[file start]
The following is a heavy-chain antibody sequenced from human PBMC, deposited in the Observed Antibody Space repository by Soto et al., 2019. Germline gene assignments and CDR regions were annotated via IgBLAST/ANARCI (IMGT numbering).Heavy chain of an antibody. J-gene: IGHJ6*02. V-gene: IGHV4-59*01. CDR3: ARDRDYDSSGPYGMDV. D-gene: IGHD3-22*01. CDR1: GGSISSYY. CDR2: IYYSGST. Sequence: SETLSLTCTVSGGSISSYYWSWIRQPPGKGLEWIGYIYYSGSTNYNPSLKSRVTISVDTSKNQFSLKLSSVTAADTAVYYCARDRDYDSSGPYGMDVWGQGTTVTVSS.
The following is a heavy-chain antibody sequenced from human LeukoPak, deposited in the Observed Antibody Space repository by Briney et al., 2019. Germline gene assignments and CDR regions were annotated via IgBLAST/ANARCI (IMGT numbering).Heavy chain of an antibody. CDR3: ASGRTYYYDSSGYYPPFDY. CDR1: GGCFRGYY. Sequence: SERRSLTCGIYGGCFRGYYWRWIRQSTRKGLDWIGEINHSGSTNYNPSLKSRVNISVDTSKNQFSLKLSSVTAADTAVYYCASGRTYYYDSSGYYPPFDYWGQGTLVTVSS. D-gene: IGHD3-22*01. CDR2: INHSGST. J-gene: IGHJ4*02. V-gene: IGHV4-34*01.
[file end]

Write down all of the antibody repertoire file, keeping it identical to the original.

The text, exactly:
The following is a heavy-chain antibody sequenced from human PBMC, deposited in the Observed Antibody Space repository by Soto et al., 2019. Germline gene assignments and CDR regions were annotated via IgBLAST/ANARCI (IMGT numbering).Heavy chain of an antibody. J-gene: IGHJ6*02. V-gene: IGHV4-59*01. CDR3: ARDRDYDSSGPYGMDV. D-gene: IGHD3-22*01. CDR1: GGSISSYY. CDR2: IYYSGST. Sequence: SETLSLTCTVSGGSISSYYWSWIRQPPGKGLEWIGYIYYSGSTNYNPSLKSRVTISVDTSKNQFSLKLSSVTAADTAVYYCARDRDYDSSGPYGMDVWGQGTTVTVSS.
The following is a heavy-chain antibody sequenced from human LeukoPak, deposited in the Observed Antibody Space repository by Briney et al., 2019. Germline gene assignments and CDR regions were annotated via IgBLAST/ANARCI (IMGT numbering).Heavy chain of an antibody. CDR3: ASGRTYYYDSSGYYPPFDY. CDR1: GGCFRGYY. Sequence: SERRSLTCGIYGGCFRGYYWRWIRQSTRKGLDWIGEINHSGSTNYNPSLKSRVNISVDTSKNQFSLKLSSVTAADTAVYYCASGRTYYYDSSGYYPPFDYWGQGTLVTVSS. D-gene: IGHD3-22*01. CDR2: INHSGST. J-gene: IGHJ4*02. V-gene: IGHV4-34*01.